The Wearin’ o’ the Green

There is, of course, one overriding, excellent reason that Ireland should celebrate the remembrance of her patron saint with a vivid display of everything-green. Ireland is the Emerald Isle. I’m not Irish, but I suppose I can pretend to a certain level of affinity on the strength of two excellent reasons of my own, the first being that my Viking ancestors (if any of my Norse forebears were actually so intrepid and aggressive) had a pretty good chance of crossing paths somewhere along the line with their counterparts in the British Isles, Norwegians having gone on various exploratory and marauding forays in that direction. My patronymic (Wold), after all, sounds suspiciously more Anglo than Nordic to me, no matter how many in Norway do share the name.

The second and far kindlier tie I feel to Ireland is because I was born in the Emerald City (Seattle’s nickname) in the Evergreen State (Washington’s), surrounded by every known flavor of green and a few yet undiscovered, and I think it was anything but coincidental that on my one visit to Ireland thus far I felt remarkably at home even in the middle of the winter, when the chill and snow still couldn’t entirely subdue the exquisite greenness of the land. It may not have hurt this sense of connection that some of the locals on that trip asked me what part of Ireland I came from, given that my accent apparently wasn’t heard by them as being wildly different from some in the UK. In any event, as green and growing things resonate so deeply in my heart and soul, I can’t help but celebrate the beauty of Green while millions are wearing, spending, planting and drinking it, and otherwise rejoicing in the character seen as protector of the great green land of Eire on this most Irish of days.photoHere in this Emerald Land

Because there is no sapling in the earth

But that springs out when water wakes its seed

And sunlight calls it up in urgent need,

I think the rain and sun of equal worth–

Yet all the riches of a blooming world

No greater shine than that most humble weed

Whose leaf invites the passing deer to feed

Because its banners, sweetly green, unfurled–

No flower can surpass, exotic bloom

Outdo green’s living beauty or exceed

Its life-affirming sweetness when we heed

The subtler potency of its perfume–

And so I bow my head, ecstatic–sing

The joys of every green and living thing.photoMuch as I adore sunshine, I am willing, too, to be showered with the rain, for it slakes the thirsty earth and brings forth all of its green glories.

Rain Dances

It dances across my imagination, rain. It is flowing and musical and magical and, most of all, it catalyzes cleanliness and growth that reawakens the graces of the living world in ways that very few other things can possibly do.photoIt is what I think of as the soundtrack to my dreams, rain. The softly bubbling, rippling, tuneful and prayerful sound of rain in the background, after even the slightest dry spell, is as lovely in its way as a kindly lullaby, as the warbling of some exotic winged thing in a  woodland on a magical evening, perhaps even as a gentle reminder that the creative spirit of the universe weeps both with sorrow and with joy in harmony with all her creatures.photoOn every greensward, in every park in Spring, the land smiles with contentment even while the rain still falls, when rain is in its right place. This is a gift happily awaited by all who thirst–every creature and all the sweet, sweet growing things that fill our garden world. Whether it is thought of as saving for a rainy day or being saved by a rainy day, as much as I bask in the sun at every opportunity, there will always be a part of me that relishes and desires the generous presence of a kindly rainfall.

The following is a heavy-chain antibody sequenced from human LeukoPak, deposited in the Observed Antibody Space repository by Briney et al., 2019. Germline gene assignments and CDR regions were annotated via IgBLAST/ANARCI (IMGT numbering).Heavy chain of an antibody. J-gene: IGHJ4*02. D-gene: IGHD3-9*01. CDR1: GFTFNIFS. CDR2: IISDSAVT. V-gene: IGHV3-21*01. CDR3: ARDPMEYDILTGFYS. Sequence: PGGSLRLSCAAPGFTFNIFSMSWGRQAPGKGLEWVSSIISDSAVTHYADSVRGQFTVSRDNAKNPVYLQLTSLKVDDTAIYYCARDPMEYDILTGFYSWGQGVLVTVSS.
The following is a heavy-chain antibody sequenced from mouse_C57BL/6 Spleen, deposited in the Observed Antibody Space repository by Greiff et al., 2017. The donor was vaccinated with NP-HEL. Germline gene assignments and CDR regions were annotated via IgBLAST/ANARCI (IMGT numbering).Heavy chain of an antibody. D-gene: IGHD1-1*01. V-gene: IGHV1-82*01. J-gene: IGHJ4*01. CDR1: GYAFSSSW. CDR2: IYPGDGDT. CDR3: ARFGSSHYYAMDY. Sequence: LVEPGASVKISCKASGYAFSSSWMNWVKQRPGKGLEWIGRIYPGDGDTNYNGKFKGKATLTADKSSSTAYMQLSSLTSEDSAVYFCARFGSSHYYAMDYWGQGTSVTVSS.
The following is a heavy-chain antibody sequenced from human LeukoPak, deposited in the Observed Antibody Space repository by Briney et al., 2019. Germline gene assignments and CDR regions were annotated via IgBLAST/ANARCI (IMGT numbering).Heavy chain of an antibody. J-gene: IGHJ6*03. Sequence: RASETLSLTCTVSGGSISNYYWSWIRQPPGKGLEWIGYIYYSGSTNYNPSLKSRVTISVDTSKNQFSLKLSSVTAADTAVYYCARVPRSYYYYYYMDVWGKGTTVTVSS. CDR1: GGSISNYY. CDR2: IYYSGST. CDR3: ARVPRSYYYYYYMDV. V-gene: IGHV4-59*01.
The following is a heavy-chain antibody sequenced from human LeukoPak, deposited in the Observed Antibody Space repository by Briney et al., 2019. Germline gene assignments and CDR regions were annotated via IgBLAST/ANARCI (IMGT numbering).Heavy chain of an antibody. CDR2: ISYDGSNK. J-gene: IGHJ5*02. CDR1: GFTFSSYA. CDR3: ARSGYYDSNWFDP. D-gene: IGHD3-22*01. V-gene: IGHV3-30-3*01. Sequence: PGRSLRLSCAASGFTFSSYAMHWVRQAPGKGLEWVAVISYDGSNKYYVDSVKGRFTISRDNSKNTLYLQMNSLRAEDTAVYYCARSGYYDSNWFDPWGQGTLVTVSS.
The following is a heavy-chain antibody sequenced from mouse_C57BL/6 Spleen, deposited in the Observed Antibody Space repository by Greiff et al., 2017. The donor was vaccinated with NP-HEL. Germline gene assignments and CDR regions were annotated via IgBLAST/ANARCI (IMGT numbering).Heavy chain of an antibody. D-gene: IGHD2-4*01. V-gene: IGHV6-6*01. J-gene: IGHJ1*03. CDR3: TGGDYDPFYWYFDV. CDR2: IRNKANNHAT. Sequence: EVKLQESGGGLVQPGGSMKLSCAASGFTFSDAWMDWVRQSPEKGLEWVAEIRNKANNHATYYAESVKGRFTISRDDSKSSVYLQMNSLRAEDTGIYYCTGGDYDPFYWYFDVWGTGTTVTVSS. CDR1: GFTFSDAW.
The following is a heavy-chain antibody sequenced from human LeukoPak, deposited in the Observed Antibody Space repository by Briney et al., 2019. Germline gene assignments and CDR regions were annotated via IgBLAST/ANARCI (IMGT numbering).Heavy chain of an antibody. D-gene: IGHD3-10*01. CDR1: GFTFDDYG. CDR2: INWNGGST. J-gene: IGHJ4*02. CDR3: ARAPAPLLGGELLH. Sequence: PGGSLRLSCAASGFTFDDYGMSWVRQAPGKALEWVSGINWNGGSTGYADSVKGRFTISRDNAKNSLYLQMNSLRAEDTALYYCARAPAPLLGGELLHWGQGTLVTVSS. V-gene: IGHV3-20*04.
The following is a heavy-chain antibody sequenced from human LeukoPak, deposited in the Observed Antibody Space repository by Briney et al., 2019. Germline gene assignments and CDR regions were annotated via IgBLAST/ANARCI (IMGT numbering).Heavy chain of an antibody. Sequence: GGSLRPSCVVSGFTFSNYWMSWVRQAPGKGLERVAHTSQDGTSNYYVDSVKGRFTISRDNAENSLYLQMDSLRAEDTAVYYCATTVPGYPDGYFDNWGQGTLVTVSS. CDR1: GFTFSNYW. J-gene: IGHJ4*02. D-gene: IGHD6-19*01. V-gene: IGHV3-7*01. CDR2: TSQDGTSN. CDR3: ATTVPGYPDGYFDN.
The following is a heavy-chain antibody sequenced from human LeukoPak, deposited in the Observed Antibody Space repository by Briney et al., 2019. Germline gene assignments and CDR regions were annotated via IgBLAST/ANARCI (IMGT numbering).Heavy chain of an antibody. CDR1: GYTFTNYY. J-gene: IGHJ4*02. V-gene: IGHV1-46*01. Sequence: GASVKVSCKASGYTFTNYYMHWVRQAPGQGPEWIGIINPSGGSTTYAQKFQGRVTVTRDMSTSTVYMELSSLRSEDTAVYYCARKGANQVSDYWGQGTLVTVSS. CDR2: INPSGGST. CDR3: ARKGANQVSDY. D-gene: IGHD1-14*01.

(I’m pleased to say that it has been raining here for the last number of hours. Life is good.)

Getting in Touch with (My) Nature

I’m sorry to say I’m not cut out to be the savior of the planet. I’m not even very good at saving coupons or saving your reverence. There are lots of saints and superheroes better suited than I am to rescuing goodness, health and happiness. I’m just pleased with myself if I can get the recycling out on time for pickup, fix the wiggly leg on a chair so I don’t have to get a whole new chair to replace it, pull up about six weeds about twice a week. My part in world betterment will always be a smallish one.

But I do have a part in it. I’m ready and willing to play it. One little thing that is on my list of preferred universe-improvement techniques is to work on gradually including a bit less in my daily eating habits and freeing up those calories for people who actually need them more. Ideally, I’d like to find a few ways to see that those people who actually need them get them as well, whether it’s because I feed them myself with my cooking or my modest attempts at micro-mini-farming (I expect to successfully grow up to eighteen vegetables in this season alone), or because I support causes that are better equipped to feed them through charitable or communal means.

Another dainty little improvement I am willing and possibly even able to make in the condition of the quality of life as it exists on this planet is to find more ways to make less waste. I am researching how to capture both the rainwater falling on and the grey-water produced in my house for reuse and distribution in the garden. In Texas, that’s not just a potential money-saver but if drought conditions like last summer’s return or persist, a potential life-saver. But it shouldn’t be too terribly hard. The water’s there. It just needs to be corralled and redirected to where it can be most useful. It’s a natural adjunct to the aforementioned dinky farm-let of a garden with pint-sized patches of vegetables, plus a greater devotion to native, drought-resistant and wildlife friendly plantings that should, over time, reduce the whole yard’s dependence on additional water, provide a bit more natural cover and food for the local bugs and beasts and birds, and ultimately, require less maintenance and far less artificial or chemical intervention to preserve it all in vigorous health and beauty.